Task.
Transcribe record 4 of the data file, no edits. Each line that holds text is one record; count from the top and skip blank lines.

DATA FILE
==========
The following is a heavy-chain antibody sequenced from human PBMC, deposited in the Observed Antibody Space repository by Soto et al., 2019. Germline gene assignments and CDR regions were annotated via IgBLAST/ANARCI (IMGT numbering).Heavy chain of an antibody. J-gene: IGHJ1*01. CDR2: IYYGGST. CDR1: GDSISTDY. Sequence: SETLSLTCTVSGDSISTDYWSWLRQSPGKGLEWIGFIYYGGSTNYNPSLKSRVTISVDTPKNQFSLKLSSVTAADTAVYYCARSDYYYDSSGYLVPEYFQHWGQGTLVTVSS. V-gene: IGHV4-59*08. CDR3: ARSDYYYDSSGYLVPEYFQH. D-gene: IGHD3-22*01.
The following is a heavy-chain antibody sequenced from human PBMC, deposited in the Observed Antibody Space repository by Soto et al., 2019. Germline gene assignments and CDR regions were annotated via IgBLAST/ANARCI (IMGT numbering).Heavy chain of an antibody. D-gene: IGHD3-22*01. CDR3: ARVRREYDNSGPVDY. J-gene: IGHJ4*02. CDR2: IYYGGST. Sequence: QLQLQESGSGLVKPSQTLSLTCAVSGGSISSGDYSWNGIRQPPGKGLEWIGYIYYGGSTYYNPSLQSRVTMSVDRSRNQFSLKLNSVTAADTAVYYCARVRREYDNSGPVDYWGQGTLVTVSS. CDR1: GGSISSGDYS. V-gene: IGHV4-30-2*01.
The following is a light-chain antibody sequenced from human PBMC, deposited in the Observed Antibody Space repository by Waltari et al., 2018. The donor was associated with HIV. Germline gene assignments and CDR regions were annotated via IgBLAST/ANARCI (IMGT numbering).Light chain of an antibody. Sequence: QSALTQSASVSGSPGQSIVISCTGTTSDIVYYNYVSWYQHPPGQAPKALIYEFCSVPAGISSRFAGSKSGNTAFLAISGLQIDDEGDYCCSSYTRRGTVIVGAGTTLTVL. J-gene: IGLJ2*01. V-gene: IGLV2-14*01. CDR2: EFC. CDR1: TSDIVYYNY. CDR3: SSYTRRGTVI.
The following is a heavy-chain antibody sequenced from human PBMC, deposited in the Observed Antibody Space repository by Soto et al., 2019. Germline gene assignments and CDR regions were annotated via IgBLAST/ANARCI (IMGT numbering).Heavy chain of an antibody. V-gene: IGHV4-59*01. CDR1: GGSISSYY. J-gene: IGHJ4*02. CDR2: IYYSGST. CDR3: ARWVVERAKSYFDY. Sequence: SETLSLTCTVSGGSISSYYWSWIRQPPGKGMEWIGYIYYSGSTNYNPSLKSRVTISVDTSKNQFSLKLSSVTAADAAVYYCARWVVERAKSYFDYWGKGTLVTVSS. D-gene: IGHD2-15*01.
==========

The following is a heavy-chain antibody sequenced from human PBMC, deposited in the Observed Antibody Space repository by Soto et al., 2019. Germline gene assignments and CDR regions were annotated via IgBLAST/ANARCI (IMGT numbering).Heavy chain of an antibody. V-gene: IGHV4-59*01. CDR1: GGSISSYY. J-gene: IGHJ4*02. CDR2: IYYSGST. CDR3: ARWVVERAKSYFDY. Sequence: SETLSLTCTVSGGSISSYYWSWIRQPPGKGMEWIGYIYYSGSTNYNPSLKSRVTISVDTSKNQFSLKLSSVTAADAAVYYCARWVVERAKSYFDYWGKGTLVTVSS. D-gene: IGHD2-15*01.